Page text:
True cognitive and personal development – the type that takes place in a Montessori classroom – cannot happen in 45-minute spurts.
In Montessori: The Science Behind the Genius, Angeline Stoll Lillard points out: “Montessori teachers who adhere to three-hour work periods without interruption claim one can see the difference in the quality of the children’s concentration on days when children know they will be leaving the classroom in an hour for a field trip or doctor’s appointment or special music class.” Children who know they will soon be interrupted choose unchallenging “busywork” at best, and at worst become nuisances to their peers. Even more tragic are children who don’t know an interruption is coming; they choose demanding work, become engrossed, and are understandably upset when the disruption takes place.
While interruptions are part and parcel of traditional education methods, they just aren’t necessary in Montessori. The beauty of the Montessori “curriculum” (for lack of a better word) is that it encompasses EVERYTHING that children should be exposed to in school. The usual “pull-out” subjects like art, music, physical education, drama, and yoga are all found within a well-prepared Montessori classroom. It might not look like what you experienced in school, but then again, doesn’t everything in Montessori look different than traditional education? It’s a good kind of different; it’s a different that makes sense – a different that works!
One teacher does not know or teach everything, but she does not need to. The materials are carefully designed to capture the child’s interest and guide him in the learning process. The child’s drive for knowledge and the material’s self-correcting qualities are the true teachers – the adult just brings the child and the material together as a kind of middleman of the learning process.
Some parents might worry: “Won’t my child get tired of working? Doesn’t he need a break every 45 minutes or so?” Dr. Montessori addresses this concern in The Advanced Montessori Method, Vol. I: “A great variety of interesting research has been made into the question of change of work with identical results – namely, that frequent change of work causes greater fatigue than continuous work of one kind, and that a sudden interruption is more fatiguing than persistence.” Stoll Lillard adds, “If we choose when to take breaks, then breaks work for us, but if the timing is externally imposed, breaks can be disruptive to concentration.”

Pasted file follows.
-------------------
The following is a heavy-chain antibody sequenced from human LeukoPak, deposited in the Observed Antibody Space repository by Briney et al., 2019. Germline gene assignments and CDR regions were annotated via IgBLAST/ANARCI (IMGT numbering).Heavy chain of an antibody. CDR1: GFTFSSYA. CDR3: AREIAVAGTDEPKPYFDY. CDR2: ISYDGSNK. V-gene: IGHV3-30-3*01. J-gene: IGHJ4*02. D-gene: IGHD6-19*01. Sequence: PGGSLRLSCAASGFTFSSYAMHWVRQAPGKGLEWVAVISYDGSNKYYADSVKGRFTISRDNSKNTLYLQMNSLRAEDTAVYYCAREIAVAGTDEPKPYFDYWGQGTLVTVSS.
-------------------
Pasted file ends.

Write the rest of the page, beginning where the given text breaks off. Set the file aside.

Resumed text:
Dr. Montessori concludes: “The one means by which exhaustion can be eliminated is to make work pleasant and interesting, to give joy in work rather than pain.”
All Montessori educators are familiar with what we call the “three-hour work period.” As the name suggests, this is a three-hour chunk of time in the morning in which the children receive presentations, choose materials, have snack, and work at their own pace on activities that interest them. (Note: All AMI-recognized schools also have a two-hour uninterrupted work period in the afternoon for children ages 4 and older). A quality Montessori school will not have a single interruption during the work period: no Spanish teacher coming into the classroom; no music instructor pulling kids out; no physical education taking place on the basketball courts.
Dr. Montessori discovered that a child as young as three, who has spent a few months in the Montessori classroom, is able to choose productive and challenging work, focus on the task at hand, finish a cycle of work, rest without interrupting those who are working, and repeat this sequence. She noted that for this to happen, a minimum of three hours of uninterrupted classroom time is essential. Of her experiences observing children during an uninterrupted work period, she noted: “Each time a polarization of attention took place, the child began to be completely transformed, to become calmer, more intelligent, and more expansive.”